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New Zealand's First Refugees: Pahiatua's Polish Children

Treasured memories

page 173

Treasured memories

We all must have memories of days or even weeks of complete happiness and contentment. For me, one such time was a Christmas holiday in 1946 which Krystyna Nowakowska and I spent in Hastings with Mr and Mrs Cantwell and their three children Norma, Margaret and Laurie. They weren't a rich family and their house was very ordinary, as were their car and truck. However, they were extraordinarily good and kind people.

Mrs Cantwell told us, and I think I understood her correctly, that she wanted us to forget the terrible times we had been through and tried to make us forget by being extra kind to us. She served us our breakfast in bed and we were told to rest until morning-tea time. She was an excellent cook and baked delicious cakes. After the Polish Children's Camp in Pahiatua's fare, we delighted in the meals she produced. In the evenings, Mr Cantwell would pile us all on the back of his truck and take us to watch sports. Mrs Cantwell used to take us in her car for picnics and to the orchards for apple picking. In those days, you only paid for the apples which you picked off the tree. The apples lying on the ground were free.

Norma and her friends always included Krystyna and myself in their trips to the pictures. When we walked back, we would stop at a fish and chip shop. It was the first time that Krystyna and I tasted fish and chips, and we thought it was a rare delicacy. The man serving in the shop was a Russian and when he found out that we were Polish began speaking Russian to us. We answered him back in a mixture of Polish and Russian, and understood one another pretty well. It was good to be able to communicate.

I was a teenager then and very shy, but at the same time taking everything in that was going on around me. How I enjoyed watching Mr and Mrs Cantwell going for walks holding hands. It was the first time I had seen a married couple holding hands.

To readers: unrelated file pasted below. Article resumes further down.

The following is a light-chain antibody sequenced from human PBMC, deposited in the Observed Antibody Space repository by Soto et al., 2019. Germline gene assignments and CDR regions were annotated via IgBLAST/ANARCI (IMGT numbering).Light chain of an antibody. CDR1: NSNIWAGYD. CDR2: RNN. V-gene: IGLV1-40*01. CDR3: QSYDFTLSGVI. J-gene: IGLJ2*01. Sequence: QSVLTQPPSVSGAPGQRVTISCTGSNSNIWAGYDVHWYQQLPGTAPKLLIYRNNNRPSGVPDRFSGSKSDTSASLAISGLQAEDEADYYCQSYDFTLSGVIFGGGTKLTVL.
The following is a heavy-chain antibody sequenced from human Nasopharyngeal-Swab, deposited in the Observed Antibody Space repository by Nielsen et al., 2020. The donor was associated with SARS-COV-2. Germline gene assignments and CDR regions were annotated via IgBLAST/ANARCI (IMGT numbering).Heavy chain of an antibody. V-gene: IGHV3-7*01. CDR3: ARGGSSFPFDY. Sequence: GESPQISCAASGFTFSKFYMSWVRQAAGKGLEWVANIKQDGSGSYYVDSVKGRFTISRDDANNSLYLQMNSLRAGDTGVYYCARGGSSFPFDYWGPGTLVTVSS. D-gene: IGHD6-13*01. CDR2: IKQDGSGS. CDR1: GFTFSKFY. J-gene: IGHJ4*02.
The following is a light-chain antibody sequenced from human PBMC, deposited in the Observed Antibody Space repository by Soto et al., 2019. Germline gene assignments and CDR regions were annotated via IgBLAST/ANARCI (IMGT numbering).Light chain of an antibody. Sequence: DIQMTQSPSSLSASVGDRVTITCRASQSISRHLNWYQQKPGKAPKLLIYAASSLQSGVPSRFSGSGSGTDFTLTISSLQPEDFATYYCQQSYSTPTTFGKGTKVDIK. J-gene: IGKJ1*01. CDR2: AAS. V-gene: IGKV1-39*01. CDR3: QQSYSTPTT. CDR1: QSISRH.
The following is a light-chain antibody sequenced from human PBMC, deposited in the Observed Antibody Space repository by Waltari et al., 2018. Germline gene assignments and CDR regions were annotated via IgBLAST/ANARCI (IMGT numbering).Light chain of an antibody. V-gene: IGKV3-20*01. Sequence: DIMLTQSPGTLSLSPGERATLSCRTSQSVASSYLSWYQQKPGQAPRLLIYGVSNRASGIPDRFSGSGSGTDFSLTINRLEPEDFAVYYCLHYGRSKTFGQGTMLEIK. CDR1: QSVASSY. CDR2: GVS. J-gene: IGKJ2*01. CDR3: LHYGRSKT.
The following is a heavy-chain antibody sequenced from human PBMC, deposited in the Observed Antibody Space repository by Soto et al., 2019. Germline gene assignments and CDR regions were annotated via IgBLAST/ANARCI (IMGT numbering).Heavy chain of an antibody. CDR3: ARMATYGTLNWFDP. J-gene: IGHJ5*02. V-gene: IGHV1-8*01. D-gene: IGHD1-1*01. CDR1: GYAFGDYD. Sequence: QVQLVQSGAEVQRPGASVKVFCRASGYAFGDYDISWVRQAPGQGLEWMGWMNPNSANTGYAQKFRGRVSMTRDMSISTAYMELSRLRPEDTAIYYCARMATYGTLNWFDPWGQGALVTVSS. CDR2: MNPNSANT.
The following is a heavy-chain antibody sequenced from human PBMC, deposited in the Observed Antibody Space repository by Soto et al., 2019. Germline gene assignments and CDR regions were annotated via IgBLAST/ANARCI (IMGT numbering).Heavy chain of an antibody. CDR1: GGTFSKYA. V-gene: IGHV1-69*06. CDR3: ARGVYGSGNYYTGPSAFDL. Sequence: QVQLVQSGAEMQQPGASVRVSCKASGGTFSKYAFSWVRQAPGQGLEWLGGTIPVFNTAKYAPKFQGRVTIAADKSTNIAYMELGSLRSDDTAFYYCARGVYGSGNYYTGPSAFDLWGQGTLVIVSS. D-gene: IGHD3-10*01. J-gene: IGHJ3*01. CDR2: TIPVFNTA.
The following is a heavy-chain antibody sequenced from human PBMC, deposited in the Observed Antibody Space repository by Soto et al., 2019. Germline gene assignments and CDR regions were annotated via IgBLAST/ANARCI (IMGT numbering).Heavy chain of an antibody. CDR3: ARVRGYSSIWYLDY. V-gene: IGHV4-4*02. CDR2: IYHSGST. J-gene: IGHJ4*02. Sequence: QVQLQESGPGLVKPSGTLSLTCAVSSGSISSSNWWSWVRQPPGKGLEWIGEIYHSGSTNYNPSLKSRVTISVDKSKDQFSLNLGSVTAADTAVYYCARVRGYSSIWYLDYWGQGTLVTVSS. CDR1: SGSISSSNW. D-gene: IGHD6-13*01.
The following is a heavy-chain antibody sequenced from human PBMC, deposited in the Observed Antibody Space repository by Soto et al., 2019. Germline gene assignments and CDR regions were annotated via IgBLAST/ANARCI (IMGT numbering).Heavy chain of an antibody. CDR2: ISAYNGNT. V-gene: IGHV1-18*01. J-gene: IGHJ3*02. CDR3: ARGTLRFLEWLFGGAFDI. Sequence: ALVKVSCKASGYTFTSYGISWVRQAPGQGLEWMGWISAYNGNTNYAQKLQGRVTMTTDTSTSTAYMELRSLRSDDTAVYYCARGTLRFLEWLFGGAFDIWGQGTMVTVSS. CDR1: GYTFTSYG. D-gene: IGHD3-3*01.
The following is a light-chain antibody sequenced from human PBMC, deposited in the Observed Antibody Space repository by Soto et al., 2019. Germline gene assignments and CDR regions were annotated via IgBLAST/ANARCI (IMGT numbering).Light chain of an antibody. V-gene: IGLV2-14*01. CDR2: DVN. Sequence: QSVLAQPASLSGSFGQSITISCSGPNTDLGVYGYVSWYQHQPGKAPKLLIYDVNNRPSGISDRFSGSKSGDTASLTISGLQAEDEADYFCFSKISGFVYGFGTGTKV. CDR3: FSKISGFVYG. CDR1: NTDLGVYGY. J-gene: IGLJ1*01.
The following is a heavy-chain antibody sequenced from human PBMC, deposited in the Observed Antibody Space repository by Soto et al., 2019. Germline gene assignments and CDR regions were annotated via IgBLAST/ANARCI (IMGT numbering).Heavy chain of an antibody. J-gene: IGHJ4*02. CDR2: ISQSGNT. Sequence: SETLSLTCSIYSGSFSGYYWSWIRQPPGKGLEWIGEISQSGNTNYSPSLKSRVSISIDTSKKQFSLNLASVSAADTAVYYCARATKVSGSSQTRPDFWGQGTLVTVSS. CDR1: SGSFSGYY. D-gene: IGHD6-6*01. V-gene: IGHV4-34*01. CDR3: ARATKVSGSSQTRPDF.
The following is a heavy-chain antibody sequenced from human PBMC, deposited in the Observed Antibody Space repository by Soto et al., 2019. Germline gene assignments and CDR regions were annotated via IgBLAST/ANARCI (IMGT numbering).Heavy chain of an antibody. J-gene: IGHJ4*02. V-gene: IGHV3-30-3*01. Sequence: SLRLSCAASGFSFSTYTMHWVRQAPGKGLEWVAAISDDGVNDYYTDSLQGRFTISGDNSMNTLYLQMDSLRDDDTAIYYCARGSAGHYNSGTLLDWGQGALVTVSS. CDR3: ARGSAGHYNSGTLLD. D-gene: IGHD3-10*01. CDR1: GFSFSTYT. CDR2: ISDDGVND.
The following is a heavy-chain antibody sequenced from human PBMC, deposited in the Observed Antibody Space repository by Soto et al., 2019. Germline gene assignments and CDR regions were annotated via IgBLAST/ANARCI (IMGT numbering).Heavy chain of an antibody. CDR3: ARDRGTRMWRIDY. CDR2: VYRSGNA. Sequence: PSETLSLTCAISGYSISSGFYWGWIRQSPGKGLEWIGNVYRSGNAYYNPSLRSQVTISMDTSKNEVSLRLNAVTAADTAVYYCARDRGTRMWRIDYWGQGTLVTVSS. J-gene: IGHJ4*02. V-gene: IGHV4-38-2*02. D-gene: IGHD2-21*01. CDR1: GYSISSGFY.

During one of our trips to town, we met Adela Szłapak, a girl from the camp staying with another family. Adela's mother was one of the camp staff and Adela used to borrow romantic novels from the camp library, saying that they were for her mother. She told us about the wonderful book she had just read – Magnes Serc (Magnet of Hearts) – and lent it to us. It was all about sunny Naples with its beautiful scenery, palm fronds waving in gentle breezes, and romantic words and embraces. I was in a dream world.

page 174

Soon we had to return to the camp and the reality of life. I told one of my friends, Waleria Banasiak, about this wonderful book I read. She wanted to read it and so we went to the camp library. That day, Mr Holona, who was known for his strict discipline, was on duty. My friend asked politely for Magnes Serc. Mr Holona stared at her and said: "How do you know about this book?" "My friend told me," she replied. "Which friend?" asked Mr Holona. By that time I was shaking. Fortunately, my friend remained calm and she answered: "She has already left the camp to attend an English school in the South Island. "Get out of here," roared Mr Holona.

In a matter of weeks, I was sent to a New Zealand school. Then my father was demobilised from the Polish army, which had fought alongside the Allies against the Germans, and joined me in New Zealand. He did not know any English. I was his only child and therefore had to take on many responsibilities of rebuilding our life. My mother had died during the war.

At first, my widowed father lived in Waitara, and I attended St Joseph's College in New Plymouth and boarded privately. Then my father shifted to New Plymouth and we eventually bought a house together.

I often thought of the wonderful holiday that I spent with the Cantwell family and regretted that I did not thank them properly. I had their address but lost it almost immediately. There was only one thing I could do – I prayed for them.

Years went by. One day in 2004 there was a knock on my door. Outside was our good friend Edward Kowalczyk and he had someone else with him. "Don't you recognise me?" asked the other man. "No…" I said slowly. "I am Laurie Cantwell," he said. I just started sobbing. Over a cup of tea, we tried to cover the 56 years since we had last seen each other. Laurie knew Edward when he was still working on a farm in the Hawke's Bay. He found Edward's telephone number and visited him in Lower Hutt, where he showed him a photograph taken during our holidays and asked him if he knew these two Polish girls.

Edward could not recognise us, so he took Laurie to our mutual friends Józef Zawada and Stefania Zawada who had accumulated many photographs from the camp days and could recognise practically everyone. They looked and stared at the tiny photograph and were not sure. Then Laurie said: "One of them had a withered arm." "Eugenia Smolnicka!" was their instant cry.

Now I am back in touch with the whole Cantwell family.